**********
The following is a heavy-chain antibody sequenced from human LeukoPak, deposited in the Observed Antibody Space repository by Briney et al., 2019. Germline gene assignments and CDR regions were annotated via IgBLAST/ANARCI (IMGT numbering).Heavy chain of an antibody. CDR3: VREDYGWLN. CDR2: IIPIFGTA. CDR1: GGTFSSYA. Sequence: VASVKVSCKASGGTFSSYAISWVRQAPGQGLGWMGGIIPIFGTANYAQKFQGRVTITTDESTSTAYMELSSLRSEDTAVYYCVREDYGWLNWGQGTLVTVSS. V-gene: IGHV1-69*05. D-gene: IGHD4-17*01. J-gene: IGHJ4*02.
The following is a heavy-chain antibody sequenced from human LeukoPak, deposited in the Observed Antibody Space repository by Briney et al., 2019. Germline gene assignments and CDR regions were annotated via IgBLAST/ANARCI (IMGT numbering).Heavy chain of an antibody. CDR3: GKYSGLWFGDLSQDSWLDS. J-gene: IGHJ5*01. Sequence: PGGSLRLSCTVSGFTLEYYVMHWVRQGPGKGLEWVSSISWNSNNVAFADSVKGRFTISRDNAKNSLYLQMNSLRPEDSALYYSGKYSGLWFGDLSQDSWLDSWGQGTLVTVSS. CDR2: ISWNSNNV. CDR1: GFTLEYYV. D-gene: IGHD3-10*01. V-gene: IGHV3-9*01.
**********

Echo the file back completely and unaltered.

The following is a heavy-chain antibody sequenced from human LeukoPak, deposited in the Observed Antibody Space repository by Briney et al., 2019. Germline gene assignments and CDR regions were annotated via IgBLAST/ANARCI (IMGT numbering).Heavy chain of an antibody. CDR3: VREDYGWLN. CDR2: IIPIFGTA. CDR1: GGTFSSYA. Sequence: VASVKVSCKASGGTFSSYAISWVRQAPGQGLGWMGGIIPIFGTANYAQKFQGRVTITTDESTSTAYMELSSLRSEDTAVYYCVREDYGWLNWGQGTLVTVSS. V-gene: IGHV1-69*05. D-gene: IGHD4-17*01. J-gene: IGHJ4*02.
The following is a heavy-chain antibody sequenced from human LeukoPak, deposited in the Observed Antibody Space repository by Briney et al., 2019. Germline gene assignments and CDR regions were annotated via IgBLAST/ANARCI (IMGT numbering).Heavy chain of an antibody. CDR3: GKYSGLWFGDLSQDSWLDS. J-gene: IGHJ5*01. Sequence: PGGSLRLSCTVSGFTLEYYVMHWVRQGPGKGLEWVSSISWNSNNVAFADSVKGRFTISRDNAKNSLYLQMNSLRPEDSALYYSGKYSGLWFGDLSQDSWLDSWGQGTLVTVSS. CDR2: ISWNSNNV. CDR1: GFTLEYYV. D-gene: IGHD3-10*01. V-gene: IGHV3-9*01.